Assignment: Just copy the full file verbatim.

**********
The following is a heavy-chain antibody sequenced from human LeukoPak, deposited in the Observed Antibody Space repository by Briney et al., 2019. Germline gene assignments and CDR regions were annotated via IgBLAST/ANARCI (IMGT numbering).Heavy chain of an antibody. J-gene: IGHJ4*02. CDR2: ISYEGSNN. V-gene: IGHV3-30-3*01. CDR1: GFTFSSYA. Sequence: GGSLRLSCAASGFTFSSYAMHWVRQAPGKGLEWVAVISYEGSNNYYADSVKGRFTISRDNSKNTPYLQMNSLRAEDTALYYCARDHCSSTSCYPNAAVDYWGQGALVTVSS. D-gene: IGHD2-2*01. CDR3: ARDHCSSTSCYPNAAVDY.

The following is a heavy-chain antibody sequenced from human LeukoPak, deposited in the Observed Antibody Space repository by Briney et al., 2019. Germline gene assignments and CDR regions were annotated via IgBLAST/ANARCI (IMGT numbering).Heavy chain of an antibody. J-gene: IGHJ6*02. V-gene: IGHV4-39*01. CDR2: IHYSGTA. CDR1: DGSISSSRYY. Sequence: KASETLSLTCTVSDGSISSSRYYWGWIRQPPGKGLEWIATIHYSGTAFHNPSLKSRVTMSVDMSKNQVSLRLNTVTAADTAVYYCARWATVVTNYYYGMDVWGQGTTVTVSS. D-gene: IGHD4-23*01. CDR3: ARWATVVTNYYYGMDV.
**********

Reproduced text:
The following is a heavy-chain antibody sequenced from human LeukoPak, deposited in the Observed Antibody Space repository by Briney et al., 2019. Germline gene assignments and CDR regions were annotated via IgBLAST/ANARCI (IMGT numbering).Heavy chain of an antibody. J-gene: IGHJ4*02. CDR2: ISYEGSNN. V-gene: IGHV3-30-3*01. CDR1: GFTFSSYA. Sequence: GGSLRLSCAASGFTFSSYAMHWVRQAPGKGLEWVAVISYEGSNNYYADSVKGRFTISRDNSKNTPYLQMNSLRAEDTALYYCARDHCSSTSCYPNAAVDYWGQGALVTVSS. D-gene: IGHD2-2*01. CDR3: ARDHCSSTSCYPNAAVDY.

The following is a heavy-chain antibody sequenced from human LeukoPak, deposited in the Observed Antibody Space repository by Briney et al., 2019. Germline gene assignments and CDR regions were annotated via IgBLAST/ANARCI (IMGT numbering).Heavy chain of an antibody. J-gene: IGHJ6*02. V-gene: IGHV4-39*01. CDR2: IHYSGTA. CDR1: DGSISSSRYY. Sequence: KASETLSLTCTVSDGSISSSRYYWGWIRQPPGKGLEWIATIHYSGTAFHNPSLKSRVTMSVDMSKNQVSLRLNTVTAADTAVYYCARWATVVTNYYYGMDVWGQGTTVTVSS. D-gene: IGHD4-23*01. CDR3: ARWATVVTNYYYGMDV.